Genetic Counseling, MSGC
The MSGC program provides a comprehensive educational environment for future genetic counselors that balances the importance of patient-focused care, scientific knowledge, research, and innovative technology. With an outstanding faculty and access to clinical opportunities at some of the nation's premier healthcare facilities, the program prepares students to be successful genetic counseling professionals in the rapidly evolving field of genetics.
Preparing to become a genetic counselor involves education in three areas: laboratory and clinical medicine, counseling, and research. Students in the University of Pennsylvania’s MSGC program will develop a comprehensive understanding of the complex clinical management of patients with genetic conditions as well as the options for diagnostic testing. Coursework in counseling helps students cultivate the knowledge and skills to address the needs of patients, families, community advocacy groups and other health professionals. The program has a strong emphasis on clinical, translational, and implementation research. Graduates will gain both the research and writing skills necessary to develop and publish literature relevant to the profession.
The curriculum covers advanced genetics, genetic testing technologies, clinical medicine and genetics, counseling techniques, case management, psychosocial assessment, principles of medical ethics and public health, patient advocacy, research design and professionalism. Many courses will have Penn and CHOP genetic counselors as course coordinators and lecturers.
The Arcadia University Master of Science in Genetic Counseling has transferred sponsorship, faculty, and curriculum to the University of Pennsylvania and will now be known as the University of Pennsylvania Master of Science in Genetic Counseling. The Arcadia University Master of Science in Genetic Counseling program is fully accredited by the Accreditation Council for Genetic Counseling (ACGC) through 2024. The program meets the requirements of the ACGC for curriculum content, clinical experience, and overall program design. Graduates of the program are qualified to sit for the certification examination offered by the ABGC and to apply for state licensure. The overall pass rate on the ABGC certification exam is 95% for students in our last five graduating classes. Transfer of this accreditation to the University of Pennsylvania has been approved by the ACGC.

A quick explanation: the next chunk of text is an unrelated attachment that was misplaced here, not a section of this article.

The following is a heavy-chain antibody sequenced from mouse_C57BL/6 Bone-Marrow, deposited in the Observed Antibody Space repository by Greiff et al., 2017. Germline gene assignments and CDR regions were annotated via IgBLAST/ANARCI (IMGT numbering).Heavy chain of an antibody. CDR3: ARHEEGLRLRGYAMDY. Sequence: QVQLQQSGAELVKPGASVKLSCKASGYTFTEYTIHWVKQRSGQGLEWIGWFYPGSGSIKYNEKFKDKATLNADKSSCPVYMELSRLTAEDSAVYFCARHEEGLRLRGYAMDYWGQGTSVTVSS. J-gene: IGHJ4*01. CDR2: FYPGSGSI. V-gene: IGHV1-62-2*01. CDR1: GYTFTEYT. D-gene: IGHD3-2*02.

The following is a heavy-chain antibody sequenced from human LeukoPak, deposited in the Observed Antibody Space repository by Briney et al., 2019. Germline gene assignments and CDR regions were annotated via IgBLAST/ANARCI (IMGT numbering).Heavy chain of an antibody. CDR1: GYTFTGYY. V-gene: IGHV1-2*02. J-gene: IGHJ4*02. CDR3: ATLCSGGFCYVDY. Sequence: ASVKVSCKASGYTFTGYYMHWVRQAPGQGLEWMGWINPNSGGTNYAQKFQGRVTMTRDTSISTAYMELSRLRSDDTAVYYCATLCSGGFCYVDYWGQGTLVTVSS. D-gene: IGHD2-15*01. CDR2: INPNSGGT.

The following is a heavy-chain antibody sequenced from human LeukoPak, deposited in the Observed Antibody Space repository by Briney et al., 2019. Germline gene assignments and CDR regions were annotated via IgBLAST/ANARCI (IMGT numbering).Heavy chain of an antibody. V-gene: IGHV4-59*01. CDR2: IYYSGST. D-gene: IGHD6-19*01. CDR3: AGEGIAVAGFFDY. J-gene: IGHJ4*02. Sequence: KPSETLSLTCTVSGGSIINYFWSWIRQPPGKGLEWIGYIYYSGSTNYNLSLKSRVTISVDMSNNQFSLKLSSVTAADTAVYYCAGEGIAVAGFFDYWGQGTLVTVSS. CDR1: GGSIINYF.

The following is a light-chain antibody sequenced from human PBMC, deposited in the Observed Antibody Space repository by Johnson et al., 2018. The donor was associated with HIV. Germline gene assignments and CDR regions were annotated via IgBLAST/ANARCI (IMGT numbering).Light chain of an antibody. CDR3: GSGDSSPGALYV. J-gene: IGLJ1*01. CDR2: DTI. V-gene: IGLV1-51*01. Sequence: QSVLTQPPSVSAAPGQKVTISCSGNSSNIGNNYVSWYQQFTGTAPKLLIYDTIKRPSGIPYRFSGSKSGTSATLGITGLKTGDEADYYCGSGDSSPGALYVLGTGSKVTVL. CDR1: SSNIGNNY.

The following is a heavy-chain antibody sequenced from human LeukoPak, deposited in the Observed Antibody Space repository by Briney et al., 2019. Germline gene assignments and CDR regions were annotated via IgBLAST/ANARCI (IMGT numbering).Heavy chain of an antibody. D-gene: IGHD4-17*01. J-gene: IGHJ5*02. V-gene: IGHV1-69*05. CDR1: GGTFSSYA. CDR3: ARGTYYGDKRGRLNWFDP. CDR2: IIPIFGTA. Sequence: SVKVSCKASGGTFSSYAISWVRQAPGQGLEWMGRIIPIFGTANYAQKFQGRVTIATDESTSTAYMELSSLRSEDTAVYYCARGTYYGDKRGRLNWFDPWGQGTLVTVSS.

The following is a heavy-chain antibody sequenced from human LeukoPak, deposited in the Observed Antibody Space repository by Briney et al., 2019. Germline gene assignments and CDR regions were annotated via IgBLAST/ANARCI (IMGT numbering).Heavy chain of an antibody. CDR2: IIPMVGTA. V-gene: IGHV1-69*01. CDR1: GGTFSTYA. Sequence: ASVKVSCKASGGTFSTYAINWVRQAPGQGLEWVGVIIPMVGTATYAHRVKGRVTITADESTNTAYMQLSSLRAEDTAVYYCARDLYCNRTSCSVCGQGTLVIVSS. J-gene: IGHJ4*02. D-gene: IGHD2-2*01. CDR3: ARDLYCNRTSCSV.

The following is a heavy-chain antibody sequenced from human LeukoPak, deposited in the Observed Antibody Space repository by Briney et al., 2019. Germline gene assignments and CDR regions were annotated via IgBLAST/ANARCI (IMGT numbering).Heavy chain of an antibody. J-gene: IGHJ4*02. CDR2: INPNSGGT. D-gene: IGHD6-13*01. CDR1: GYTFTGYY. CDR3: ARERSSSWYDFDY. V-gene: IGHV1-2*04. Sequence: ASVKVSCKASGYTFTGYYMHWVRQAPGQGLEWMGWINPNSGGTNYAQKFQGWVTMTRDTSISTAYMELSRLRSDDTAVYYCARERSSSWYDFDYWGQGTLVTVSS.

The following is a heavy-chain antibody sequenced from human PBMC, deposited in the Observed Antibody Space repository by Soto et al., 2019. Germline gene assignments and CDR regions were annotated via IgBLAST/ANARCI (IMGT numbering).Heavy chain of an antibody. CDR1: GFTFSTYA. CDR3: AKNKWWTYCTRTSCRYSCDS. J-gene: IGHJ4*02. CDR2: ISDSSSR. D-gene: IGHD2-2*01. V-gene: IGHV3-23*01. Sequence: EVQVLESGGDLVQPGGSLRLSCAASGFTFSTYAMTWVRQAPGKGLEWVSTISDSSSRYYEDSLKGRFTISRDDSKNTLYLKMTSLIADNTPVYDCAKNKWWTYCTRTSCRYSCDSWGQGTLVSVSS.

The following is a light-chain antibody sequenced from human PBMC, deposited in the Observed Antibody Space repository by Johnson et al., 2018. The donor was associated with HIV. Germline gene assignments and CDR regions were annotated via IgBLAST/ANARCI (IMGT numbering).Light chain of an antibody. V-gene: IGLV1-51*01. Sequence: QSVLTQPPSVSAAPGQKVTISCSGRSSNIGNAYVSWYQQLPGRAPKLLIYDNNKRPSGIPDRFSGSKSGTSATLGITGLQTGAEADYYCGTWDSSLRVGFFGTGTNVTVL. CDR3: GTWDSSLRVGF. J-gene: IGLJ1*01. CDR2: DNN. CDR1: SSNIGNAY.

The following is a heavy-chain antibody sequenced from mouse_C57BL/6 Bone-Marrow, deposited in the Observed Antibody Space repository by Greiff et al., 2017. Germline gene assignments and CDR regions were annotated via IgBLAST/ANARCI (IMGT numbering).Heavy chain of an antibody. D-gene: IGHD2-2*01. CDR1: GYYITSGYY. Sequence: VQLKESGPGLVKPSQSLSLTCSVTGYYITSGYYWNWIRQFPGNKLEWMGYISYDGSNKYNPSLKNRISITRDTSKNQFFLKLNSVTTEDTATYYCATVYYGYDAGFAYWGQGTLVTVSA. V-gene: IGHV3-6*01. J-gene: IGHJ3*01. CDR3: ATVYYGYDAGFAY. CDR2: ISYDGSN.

The program requires the completion of 14 required course units as well as clinical internships, genetic counseling rounds, professional development seminars, advocacy experiences, and an approved research master's thesis. Successful completion of each course requires a grade of B- or higher.
The core curriculum will provide the foundation necessary to prepare students for the everchanging practice of clinical genetics and satisfies the requirements set forth by the ACGC that allow program graduates to sit for the ABGC certification examination.
|Advanced Genetics and Genomics|
|Mechanisms of Disease|
|Introduction to Genetic Counseling|
|Reproductive and Developmental Genetics|
|Genetic Counseling Theory and Practice I|
|Foundations of Clinical Genetics and Genomic Technologies|
|Introduction to Genetic Counseling Research|
|Medical Genetics I|
|Genetic Counseling Theory and Practice II|
|Ethical Issues in Genetic Counseling|
|Medical Genetics II|
|Genetic Counseling Theory and Practice III|
The degree and major requirements displayed are intended as a guide for students entering in the Fall of 2020 and later. Students should consult with their academic program regarding final certifications and requirements for graduation.